(1) Elective abortion is not a public good deserving of public support. It is not health care—it violently attacks the health and ends the life of a developing human being. "Abortion," the U.S. Supreme Court explained in a 1980 case (Harris v. McRae) upholding limits on public funding, "is inherently different from other medical procedures." Why are Minnesotans required to pay for this?

(2) A substantial body of research has established that government funding increases the incidence of abortion (relative to what it would otherwise be). A literature review by the Guttmacher Institute—a proponent of unlimited abortion—concluded that "approximately one-fourth of women who would have Medicaid-funded abortions instead give birth when this funding is unavailable." Public funding means more abortions. Limits on public funding mean fewer abortions. Doe v. Gomez has led to the killing of thousands of young human beings who otherwise would have lived.

(3) Taxpayer funding of abortion enables economic exploitation. It allows the abortion industry to generate more revenue by marketing "free" abortions to economically vulnerable women. Minnesota taxpayers are now billed for 38.1 percent of all abortions—the highest percentage ever. Planned Parenthood, which performs more abortions than any other provider, increased its state-funded abortion claims by 13 percent in 2013 (following a 32 percent rise in 2012). The organization collected $295,216 from the state for performing 1,287 abortions on low-income women, a 16 percent revenue jump over the previous year (after a 30 percent increase in 2012).

Abortion doesn't solve anyone's problems. Pregnant women facing difficult circumstances deserve our compassion, care, and support. We can put tax dollars to better use.

That's why MCCL strongly favors current legislation, H.F. 607/S.F. 683, to ban taxpayer funding of abortion. Twenty years is 20 years too long—and 73,000 lives too many.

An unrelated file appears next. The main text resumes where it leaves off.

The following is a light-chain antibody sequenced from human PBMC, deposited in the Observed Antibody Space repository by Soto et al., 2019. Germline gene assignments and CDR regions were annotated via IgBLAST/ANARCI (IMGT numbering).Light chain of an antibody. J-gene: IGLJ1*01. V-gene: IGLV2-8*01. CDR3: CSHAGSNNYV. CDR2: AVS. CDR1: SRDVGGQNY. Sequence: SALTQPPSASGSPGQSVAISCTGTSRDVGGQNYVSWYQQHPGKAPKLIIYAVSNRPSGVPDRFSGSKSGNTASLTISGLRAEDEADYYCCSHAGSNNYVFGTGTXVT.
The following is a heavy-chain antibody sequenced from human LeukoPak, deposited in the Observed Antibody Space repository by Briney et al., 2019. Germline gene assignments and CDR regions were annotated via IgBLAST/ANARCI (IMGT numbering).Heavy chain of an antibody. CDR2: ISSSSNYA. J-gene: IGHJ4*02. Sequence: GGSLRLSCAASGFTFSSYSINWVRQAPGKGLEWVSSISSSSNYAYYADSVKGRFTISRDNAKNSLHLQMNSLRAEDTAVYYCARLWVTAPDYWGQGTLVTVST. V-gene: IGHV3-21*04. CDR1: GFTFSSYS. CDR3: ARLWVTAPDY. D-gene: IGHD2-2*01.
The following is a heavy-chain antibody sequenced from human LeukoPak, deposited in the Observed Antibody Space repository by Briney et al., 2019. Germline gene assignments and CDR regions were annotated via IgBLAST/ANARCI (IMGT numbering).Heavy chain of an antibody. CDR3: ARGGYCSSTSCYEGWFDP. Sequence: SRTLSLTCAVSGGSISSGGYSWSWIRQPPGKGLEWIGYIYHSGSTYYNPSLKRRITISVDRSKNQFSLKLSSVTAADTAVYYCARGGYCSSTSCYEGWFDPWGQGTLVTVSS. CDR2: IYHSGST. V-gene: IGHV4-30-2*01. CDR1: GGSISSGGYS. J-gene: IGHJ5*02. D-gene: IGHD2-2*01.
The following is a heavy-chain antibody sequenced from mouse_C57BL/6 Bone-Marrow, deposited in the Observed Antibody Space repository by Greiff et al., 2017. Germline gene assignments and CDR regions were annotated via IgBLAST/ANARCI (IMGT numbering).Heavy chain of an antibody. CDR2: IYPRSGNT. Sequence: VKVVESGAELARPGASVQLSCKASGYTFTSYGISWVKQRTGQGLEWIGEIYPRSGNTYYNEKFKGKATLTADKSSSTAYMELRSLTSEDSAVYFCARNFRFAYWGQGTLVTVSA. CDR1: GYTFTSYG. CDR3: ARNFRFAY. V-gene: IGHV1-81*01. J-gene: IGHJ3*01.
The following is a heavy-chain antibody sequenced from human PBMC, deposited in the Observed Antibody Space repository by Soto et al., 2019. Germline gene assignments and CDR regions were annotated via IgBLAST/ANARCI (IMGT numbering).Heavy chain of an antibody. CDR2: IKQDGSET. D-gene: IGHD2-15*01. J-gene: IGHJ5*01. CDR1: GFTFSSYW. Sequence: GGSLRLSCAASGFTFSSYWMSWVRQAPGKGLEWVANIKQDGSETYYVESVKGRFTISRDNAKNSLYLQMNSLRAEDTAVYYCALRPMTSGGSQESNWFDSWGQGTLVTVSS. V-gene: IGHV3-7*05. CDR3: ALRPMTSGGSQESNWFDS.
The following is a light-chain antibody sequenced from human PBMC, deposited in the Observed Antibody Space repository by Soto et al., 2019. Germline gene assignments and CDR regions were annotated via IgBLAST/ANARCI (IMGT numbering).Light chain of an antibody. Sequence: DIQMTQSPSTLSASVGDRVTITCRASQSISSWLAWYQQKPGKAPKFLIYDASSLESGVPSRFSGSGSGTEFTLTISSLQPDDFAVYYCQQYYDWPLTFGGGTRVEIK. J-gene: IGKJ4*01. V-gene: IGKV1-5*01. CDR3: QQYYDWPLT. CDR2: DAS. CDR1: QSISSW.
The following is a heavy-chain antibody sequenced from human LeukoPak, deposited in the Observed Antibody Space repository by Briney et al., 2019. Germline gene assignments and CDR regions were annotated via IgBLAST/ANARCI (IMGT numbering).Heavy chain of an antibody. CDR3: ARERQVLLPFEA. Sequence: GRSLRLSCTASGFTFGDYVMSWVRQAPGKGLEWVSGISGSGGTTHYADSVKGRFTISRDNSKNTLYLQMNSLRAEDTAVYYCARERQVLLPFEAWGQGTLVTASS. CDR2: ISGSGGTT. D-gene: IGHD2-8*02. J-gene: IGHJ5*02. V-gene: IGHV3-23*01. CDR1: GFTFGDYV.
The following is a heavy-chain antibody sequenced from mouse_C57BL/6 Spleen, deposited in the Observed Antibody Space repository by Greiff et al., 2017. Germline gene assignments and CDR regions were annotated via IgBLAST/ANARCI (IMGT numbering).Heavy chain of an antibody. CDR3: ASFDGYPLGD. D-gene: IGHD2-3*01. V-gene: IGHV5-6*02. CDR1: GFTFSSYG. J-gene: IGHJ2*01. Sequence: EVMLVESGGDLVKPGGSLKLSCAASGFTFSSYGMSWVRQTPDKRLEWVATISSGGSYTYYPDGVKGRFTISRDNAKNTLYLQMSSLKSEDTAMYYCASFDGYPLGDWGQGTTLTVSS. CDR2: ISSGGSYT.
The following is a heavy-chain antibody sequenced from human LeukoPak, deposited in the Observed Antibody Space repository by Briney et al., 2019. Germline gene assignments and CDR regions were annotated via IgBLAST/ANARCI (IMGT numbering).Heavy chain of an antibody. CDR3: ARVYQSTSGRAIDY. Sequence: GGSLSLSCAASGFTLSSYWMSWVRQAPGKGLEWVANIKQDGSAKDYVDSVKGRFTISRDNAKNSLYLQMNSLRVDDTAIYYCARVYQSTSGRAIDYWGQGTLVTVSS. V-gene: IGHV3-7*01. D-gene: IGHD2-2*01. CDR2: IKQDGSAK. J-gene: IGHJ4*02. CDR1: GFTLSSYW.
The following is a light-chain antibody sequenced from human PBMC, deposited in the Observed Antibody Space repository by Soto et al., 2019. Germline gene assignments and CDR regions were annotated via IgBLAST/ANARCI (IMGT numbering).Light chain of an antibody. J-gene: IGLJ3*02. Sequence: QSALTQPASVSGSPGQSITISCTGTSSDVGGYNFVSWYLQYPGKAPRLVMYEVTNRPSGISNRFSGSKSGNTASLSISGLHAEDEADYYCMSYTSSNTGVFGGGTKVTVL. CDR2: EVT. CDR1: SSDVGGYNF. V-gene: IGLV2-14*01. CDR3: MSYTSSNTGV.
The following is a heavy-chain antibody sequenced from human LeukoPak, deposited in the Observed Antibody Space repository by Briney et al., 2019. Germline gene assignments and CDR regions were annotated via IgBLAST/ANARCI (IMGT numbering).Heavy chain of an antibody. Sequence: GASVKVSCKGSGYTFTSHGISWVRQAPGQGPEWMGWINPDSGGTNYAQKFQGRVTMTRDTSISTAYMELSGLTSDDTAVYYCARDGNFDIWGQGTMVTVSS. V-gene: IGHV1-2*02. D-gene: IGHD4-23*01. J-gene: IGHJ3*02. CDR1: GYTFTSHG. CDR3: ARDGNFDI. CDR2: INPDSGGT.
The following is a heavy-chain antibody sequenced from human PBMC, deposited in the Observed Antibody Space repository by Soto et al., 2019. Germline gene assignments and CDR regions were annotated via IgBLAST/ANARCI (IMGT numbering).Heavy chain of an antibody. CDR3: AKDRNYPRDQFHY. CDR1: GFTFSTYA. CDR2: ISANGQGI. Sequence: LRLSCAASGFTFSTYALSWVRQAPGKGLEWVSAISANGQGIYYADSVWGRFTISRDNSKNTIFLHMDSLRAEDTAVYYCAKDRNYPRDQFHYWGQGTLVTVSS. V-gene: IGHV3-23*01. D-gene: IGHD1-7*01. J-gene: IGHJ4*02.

Monday, December 14, 2015

MCCL News December issue

The November-December 2015 issue of MCCL News is now available online. It includes stories on the upcoming March for Life, dismemberment abortion, assisted suicide, ways to make a difference in 2016, and more.

MCCL News online is only available to registered NetCommunity members who are also current donors. Be sure to keep your membership current by making at least an annual donation to MCCL.

Wednesday, December 9, 2015

The horror of dismemberment abortion awakens the conscience

In a paper published many years ago, prominent late-term abortion practitioner Warren Hern studied the reactions of abortion center staff to the dilation and evacuation (D & E) dismemberment abortion procedure, which at the time was becoming more and more common (today it is the main abortion method during the second trimester of pregnancy).

"Many of the [clinic worker] respondents reported serious emotional reactions that produced physiological symptoms, sleep disturbances, effects on interpersonal relationships, and moral anguish," Hern and his co-author, Billie Corrigan, conclude.